• Attention to detail: Being meticulous and paying attention to the details of a task is another important analytics ability. With this proficiency, you can avoid missing relevant information when conducting data analysis or organizing information.
  • Critical thinking: The ability to think critically is an important aptitude, and it’s required at every step of the data analysis process.
  • Confidentiality: When performing data analysis, you’re likely to have access to confidential data on your employer, co-workers, or clients. Confidentiality, which enables an employer to trust you with company information, is a key analytics skills.
  • Communication: Professionals engaged in analytics use verbal and written communication skills to collaborate with others to manage and clarify data. These abilities are also essential when developing materials that showcase data analysis findings and conveying information to decision-makers.
  • Problem-solving: The ability to assess the situational factors that impact an issue and solve it is a key analytics skill that’s also transferrable across most occupations.
  • Decision-making: Using data to evaluate alternatives and make rational decisions is an essential analytics skill for most professionals, particularly those who want to pursue leadership positions.

Hard skills in analytics

Here are some hard analytics skills you can gain through education or experience:

  • Quantitative data analysis: Quantitative data analysis involves using various statistical methods to identify patterns in numerical data. Most jobs that involve data analytics require the interpretation of numerical data, making this a key skill.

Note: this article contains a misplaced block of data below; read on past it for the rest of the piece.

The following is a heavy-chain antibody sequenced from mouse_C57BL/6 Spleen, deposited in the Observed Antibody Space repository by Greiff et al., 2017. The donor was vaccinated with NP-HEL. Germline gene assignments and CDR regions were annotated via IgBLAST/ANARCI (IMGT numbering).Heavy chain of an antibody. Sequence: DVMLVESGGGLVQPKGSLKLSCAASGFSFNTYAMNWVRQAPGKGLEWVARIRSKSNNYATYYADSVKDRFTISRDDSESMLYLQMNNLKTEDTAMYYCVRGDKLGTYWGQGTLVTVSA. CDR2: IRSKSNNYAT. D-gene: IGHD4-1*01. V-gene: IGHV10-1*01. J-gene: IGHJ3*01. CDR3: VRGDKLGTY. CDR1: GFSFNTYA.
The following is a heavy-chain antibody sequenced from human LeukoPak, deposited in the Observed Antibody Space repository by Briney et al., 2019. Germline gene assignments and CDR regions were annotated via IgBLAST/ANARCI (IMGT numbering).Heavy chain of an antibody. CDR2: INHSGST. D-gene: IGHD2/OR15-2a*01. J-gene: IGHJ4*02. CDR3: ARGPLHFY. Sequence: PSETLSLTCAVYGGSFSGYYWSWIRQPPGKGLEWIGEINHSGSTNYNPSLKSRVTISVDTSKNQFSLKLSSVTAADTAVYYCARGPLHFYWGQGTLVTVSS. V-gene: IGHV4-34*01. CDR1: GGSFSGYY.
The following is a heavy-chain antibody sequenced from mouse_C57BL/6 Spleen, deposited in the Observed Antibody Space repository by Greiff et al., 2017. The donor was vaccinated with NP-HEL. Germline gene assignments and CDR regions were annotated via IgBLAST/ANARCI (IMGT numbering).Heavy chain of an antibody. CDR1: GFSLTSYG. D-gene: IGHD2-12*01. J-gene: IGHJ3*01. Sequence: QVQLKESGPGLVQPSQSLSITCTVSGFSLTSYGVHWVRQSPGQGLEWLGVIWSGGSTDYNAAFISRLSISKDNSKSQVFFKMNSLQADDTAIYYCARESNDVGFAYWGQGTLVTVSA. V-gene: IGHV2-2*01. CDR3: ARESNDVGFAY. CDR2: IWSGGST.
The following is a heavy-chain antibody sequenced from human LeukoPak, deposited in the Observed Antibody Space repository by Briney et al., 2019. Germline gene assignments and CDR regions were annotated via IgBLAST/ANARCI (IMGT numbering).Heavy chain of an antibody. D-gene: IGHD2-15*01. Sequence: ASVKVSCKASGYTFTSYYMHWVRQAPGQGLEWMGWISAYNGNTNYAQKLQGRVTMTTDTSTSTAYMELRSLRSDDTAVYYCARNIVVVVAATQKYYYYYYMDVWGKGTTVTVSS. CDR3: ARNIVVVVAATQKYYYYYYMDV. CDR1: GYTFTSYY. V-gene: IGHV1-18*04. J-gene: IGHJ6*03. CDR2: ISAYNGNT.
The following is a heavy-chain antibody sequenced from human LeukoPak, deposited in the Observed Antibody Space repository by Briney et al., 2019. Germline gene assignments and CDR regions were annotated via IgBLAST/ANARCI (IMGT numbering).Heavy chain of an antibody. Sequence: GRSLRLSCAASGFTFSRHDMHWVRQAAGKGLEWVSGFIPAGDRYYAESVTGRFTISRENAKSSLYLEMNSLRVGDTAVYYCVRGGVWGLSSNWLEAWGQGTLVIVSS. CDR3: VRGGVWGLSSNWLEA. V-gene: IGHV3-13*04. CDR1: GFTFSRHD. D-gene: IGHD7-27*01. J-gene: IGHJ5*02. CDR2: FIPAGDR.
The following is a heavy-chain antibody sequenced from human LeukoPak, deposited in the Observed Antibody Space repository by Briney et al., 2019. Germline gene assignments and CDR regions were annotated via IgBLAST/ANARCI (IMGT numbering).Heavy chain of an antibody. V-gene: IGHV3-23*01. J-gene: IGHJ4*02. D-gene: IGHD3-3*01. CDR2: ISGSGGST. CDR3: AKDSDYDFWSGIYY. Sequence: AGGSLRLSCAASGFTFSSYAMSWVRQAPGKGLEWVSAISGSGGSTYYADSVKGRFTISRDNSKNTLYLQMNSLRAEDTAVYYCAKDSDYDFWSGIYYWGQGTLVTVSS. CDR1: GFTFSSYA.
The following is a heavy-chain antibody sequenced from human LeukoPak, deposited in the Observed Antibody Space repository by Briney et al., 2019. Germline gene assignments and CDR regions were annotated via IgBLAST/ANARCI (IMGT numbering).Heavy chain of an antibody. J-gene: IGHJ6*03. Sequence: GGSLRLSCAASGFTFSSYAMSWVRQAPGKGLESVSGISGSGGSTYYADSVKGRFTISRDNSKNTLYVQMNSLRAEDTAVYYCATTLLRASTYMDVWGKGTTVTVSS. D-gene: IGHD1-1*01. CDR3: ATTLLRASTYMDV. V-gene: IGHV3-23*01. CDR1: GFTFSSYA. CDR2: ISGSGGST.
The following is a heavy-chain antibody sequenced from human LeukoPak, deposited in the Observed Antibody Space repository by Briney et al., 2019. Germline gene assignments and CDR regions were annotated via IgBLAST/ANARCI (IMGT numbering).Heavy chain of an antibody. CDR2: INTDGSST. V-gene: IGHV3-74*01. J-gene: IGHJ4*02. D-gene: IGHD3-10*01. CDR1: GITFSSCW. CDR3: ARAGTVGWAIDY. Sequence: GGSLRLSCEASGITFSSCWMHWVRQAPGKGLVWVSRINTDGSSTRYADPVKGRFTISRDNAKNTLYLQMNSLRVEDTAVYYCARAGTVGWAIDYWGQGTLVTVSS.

• Qualitative data analysis: Qualitative data analysis involves the study of individual opinions and behaviors to gain insight from them. Analytics professionals should be capable of interpreting this data in addition to quantitative data to obtain the information needed to make strong decisions.
  • Microsoft Excel Proficiency: Analysts and other professionals might use Microsoft Excel to enter, manage, and present data. You should be well-versed in using this software and all its features.
  • Data visualization: Data visualization is a key skill for professionals whose job duties involve data analytics because it’s a technique for communicating information effectively. It involves using software such as Tableau to boost the impact of quantitative and qualitative findings with vibrant charts and graphs and concise data-driven storytelling.
  • SQL: The Structured Query Language (SQL) is a database language that has become a standard in the IT industry. Professionals whose jobs primarily involve data analytics use SQL to store, organize, and link databases. They also use it to change the database structure when necessary.
  • R or Python statistical programming: R and Python are robust programming languages used for handling large data sets and performing predictive analyses. For jobs that involve analyzing big data and developing forecasts, professionals should master at least one of these languages.

Professionals can develop a number of analytics skills to improve their data analysis and overall performance. Use this article to identify the jobs you’re interested in that require analytical skills. Find aspects of your analytical skill set that you can improve, and plan to develop them. Then, prepare to optimize your skills analyzing data in the workplace.